Opening-week picks

You know the drill. Every week of every season I pick the winner of every NFL game, and add a Lock, which is a team almost practically guaranteed to cover, or to fail to cover. So here we go, one more time.

WEEK ONE NFL PICKS (with the home team in CAPS):


CHICAGO 4 over Green Bay


MINNESOTA 6 over Atlanta

Baltimore 8 over MIAMI

CLEVELAND 9 over Tennessee

Kansas City 7 over JACKSONVILLE

PHILADELPHIA 11 over Washington

Los Angeles Rams 2 over CAROLINA

NEW YORK JETS 1 over Buffalo

SEATTLE 10 over Cincinnati

LOS ANGELES CHARGERS 2 over Indianapolis

DALLAS 6 over New York Giants

ARIZONA 3 over Detroit

NEW ENGLAND 3 over Pittsburgh


NEW ORLEANS 7 over Houston

OAKLAND 4 over Denver

Lock of the Week:

San Francisco 6 over TAMPA BAY

I use’s odds, and Bovada, and most of the other sites I checked, has the game even.

Mack Brown’s promising (re-) start

When North Carolina finally fired Larry Fedora as football coach, I’d hoped the Tar Heels would hire Appalachian State’s Scott Satterfield. Some coaches will win no matter where they go, and Satterfield is one of them.

But instead of looking to the mountains, and Boone, 162 miles west, North Carolina looked to Sun City. On Nov. 26, 2018, the Tar Heels hired Mack Brown, who last week turned 68. Eight days later, Louisville hired Satterfield.

The Brown hiring surprised me. Games change, and coaches who refuse to adjust get left behind. This might be what we’re seeing with Jon Gruden, 56, and his Oakland Raiders.

Despite the surprise, and despite the hope that Satterfield would go to Chapel Hill, I liked the Brown hiring.

Because of the adoration coaches receive from players, students and boosters, college coaches can be incredibly pretentious. Yeah, I know, journalists can be, too.

Yet Brown is a remarkably likable guy. Think Alabama’s Nick Saban. Now think the opposite of Nick Saban.

Brown is a man people enjoy being around, not a bad attribute no matter how you make a living. I regularly wrote about him the first time he coached at North Carolina, from 1988 to ’97, and went to Austin after Texas hired him. The Longhorns loved the man. When I was there, I heard the chant, “Orange Jesus.”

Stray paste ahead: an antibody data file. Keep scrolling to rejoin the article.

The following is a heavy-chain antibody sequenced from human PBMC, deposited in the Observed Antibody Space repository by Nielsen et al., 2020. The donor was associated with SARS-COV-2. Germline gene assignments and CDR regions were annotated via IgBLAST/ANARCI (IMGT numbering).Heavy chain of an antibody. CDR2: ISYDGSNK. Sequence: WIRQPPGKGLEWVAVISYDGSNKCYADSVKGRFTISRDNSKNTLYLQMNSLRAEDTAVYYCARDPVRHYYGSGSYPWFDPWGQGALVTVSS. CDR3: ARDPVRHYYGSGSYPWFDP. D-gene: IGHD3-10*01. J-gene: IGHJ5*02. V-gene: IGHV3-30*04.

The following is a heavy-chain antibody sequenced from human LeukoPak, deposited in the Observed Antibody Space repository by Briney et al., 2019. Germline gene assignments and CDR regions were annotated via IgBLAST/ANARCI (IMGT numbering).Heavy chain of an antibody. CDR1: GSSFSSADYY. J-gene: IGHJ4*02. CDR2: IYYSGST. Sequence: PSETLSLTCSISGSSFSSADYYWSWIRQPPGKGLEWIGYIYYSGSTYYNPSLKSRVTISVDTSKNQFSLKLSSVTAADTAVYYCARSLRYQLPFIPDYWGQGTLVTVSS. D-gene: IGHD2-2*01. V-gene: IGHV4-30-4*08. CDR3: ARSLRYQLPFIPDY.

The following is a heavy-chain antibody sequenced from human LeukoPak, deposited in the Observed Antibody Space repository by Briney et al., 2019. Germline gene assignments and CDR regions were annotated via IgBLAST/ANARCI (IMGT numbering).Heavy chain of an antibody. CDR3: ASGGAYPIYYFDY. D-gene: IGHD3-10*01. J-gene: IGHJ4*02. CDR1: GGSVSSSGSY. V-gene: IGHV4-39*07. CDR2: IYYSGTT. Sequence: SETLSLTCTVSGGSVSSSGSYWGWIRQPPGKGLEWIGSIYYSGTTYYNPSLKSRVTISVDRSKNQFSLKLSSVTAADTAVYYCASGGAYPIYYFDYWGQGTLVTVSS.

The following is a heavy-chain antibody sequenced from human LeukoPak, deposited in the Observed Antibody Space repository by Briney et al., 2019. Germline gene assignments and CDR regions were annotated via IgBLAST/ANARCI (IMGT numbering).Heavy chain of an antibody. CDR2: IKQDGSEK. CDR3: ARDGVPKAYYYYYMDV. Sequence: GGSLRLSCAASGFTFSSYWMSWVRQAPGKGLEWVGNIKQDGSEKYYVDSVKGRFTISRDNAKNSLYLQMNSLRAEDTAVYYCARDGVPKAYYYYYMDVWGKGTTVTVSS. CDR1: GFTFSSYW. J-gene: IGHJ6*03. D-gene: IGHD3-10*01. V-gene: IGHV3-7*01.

Seemed like a good chant.

Brown, who has a record of 245-122-1, did one thing very well the last time he was in Chapel Hill. He not only recruited players, he recruited their coaches. Brown was aware of the hours high school coaches work, and let the coaches know that he knew. He appreciated their good work. They appreciated Brown.

Brown constructed a network of coaches. But how many are still around? Are younger coaches aware of him? Are players?

The decision to hire Brown was criticized. North Carolina had the courage to be different. To be different is to be criticized.

When Brown won in Charlotte on Saturday in the first game of his final North Carolina tour, when the Tar Heels upset South Carolina 24-20 at Bank of America Stadium, Brown choked up in his post-game interview with ESPN.

His reaction was spontaneous and emotional and just happy, happy that his players, who had earned a reputation for being unable to finish under Fedora, were able to finish.

The team and coaches made numerous mistakes. But when the Tar Heels and their true freshman quarterback had to play with confidence and poise, they did. When they had to make a play that could put them into position to win, they did.

Yes, Brown is 68. But has the game passed him by? It has not.

What happens next? I have no idea. Brown’s Tar Heels are not a powerhouse.

But they are undefeated. When was the last time the Tar Heels were undefeated at this juncture of the season?

Short takes: Happy for young guys who made the team

Happy to see Reggie Bonnafon make the 53-man Carolina Panthers roster, and to see Elijah Holyfield and Temarrick Hemingway make the 10-man practice squad. If I talk to a guy on the side of the field in Spartanburg, and nobody else talks to him that day, I claim him. I claim those three. So, gentlemen, good work…

New Charlotte 49ers coach Will Healy turned football into a celebration at Richardson Stadium in Charlotte’s 49-28 victory against Gardner-Webb. His players believe. Fans do, too. Man, do they want to believe.

If Healy can turn the football team into a winner, and Ron Sanchez can turn the basketball team into a winner, this city will react. Alumni look for a reason to return to campus. Perhaps Healy and Sanchez will give them one…

You can shop around for odds you better like, but NFL futures bets are appealing. If you bet $100 on the New England Patriots to win Super Bowl 54, you can win $700. Bet $100 on the New Orleans Saints, you can win $800. Bet $100 on the Carolina Panthers’ opponent this week, the Los Angeles Rams, you can win $850.

Bet $100 on the Atlanta Falcons, and you can win $3,000. Bet $100 on the Tampa Bay Buccaneers, and you – well, you aren’t going to bet on the Bucs. Bet $100 on the Carolina Panthers, and you can win $5,000.

Does this mean odds makers hate the Panthers? No. It means that to entice people to bet on them, odds makers had to offer attractive odds…

Tom Sorensen is a retired sports columnist.